A beneficiary and two of the students at this week's "makeathon." A beneficiary and two of the students at this week's "makeathon."

‘Makeathon’ addresses disabled kids’ needs

15 teams of students paired with 15 children who have mobility problems

Teams from 10 universities are busy this week “repairing the world” by participating in a “makeathon” in Mexico City.

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The event has linked 15 children with disabilities with 15 teams of designers, engineers and developers from the universities who are spending three days creating ways to improve the children’s mobility.

The “makeathon” is organized by Tikkun Olam Makers (TOM), a global movement that connects specialists with people with disabilities, with the goal of developing technological solutions for the latter’s everyday challenges.

The event began on Saturday at 10:00am in the Centro Deportivo Israelita (Jewish Sports Center) of Mexico City and will finish this evening with a special ceremony.

A jury will evaluate the 15 projects and choose the top four based on criteria such as financial accessibility, design, innovation and functionality.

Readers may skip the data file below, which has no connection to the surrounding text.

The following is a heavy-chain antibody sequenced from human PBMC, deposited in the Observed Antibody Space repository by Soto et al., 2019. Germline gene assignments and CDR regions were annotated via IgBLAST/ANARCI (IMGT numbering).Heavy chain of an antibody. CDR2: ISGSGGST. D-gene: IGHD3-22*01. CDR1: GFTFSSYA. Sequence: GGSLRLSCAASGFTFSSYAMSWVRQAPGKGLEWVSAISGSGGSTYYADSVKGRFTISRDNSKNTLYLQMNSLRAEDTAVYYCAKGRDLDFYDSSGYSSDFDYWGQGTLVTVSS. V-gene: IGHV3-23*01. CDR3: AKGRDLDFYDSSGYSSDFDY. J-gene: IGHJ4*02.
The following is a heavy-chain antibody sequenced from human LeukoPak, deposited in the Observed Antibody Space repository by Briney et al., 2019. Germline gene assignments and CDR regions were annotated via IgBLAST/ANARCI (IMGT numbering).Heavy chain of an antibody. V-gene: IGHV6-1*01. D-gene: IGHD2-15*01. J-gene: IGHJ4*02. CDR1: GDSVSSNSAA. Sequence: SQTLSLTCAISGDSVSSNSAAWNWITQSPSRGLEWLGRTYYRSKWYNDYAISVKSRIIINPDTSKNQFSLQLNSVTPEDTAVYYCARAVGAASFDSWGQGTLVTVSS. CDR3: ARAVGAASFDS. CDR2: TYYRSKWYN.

In the end there will be more than just 15 children who benefit. All the design specifications for the prototypes created  will be uploaded to the TOM website, where anyone interested will be able to download and use them.

The Teletón Children’s Center for Rehabilitation and Inclusion (CRIT) in the state of México collaborated with TOM in choosing the children who are participating from a pool of 100 possible candidates.

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The 15 cases “might seem easy to tackle, but they do represent some complexity, like one girl who cannot control her movements when using a spoon,” said the CRIT’s deputy public relations director.

“Another interesting case is that of a bicycle for a boy who has zero mobility on his left side. It has to be adapted in order to prevent the boy from falling down,” Malena Rodríguez Antón told the newspaper El Universal.

“We’ve got to realize that technology is not just there to put us in touch through phones or for large-scale projects, but also for smaller, everyday ones,” said TOM México liaison Claudia Dorenbaum, who explained that tikkun olam is a Hebrew term that translates as “repairing the world.”

What TOM México is trying to do, she continued, “is to bring the spirit of what’s going on in Israel — a renowned global technology leader — to Mexico . . . we know we’ve got the talent but we lack the technology, and now we’re using it to help each other out.”

All the building materials needed by the teams were supplied by the Israeli community of Mexico.

Source: El Universal (sp)

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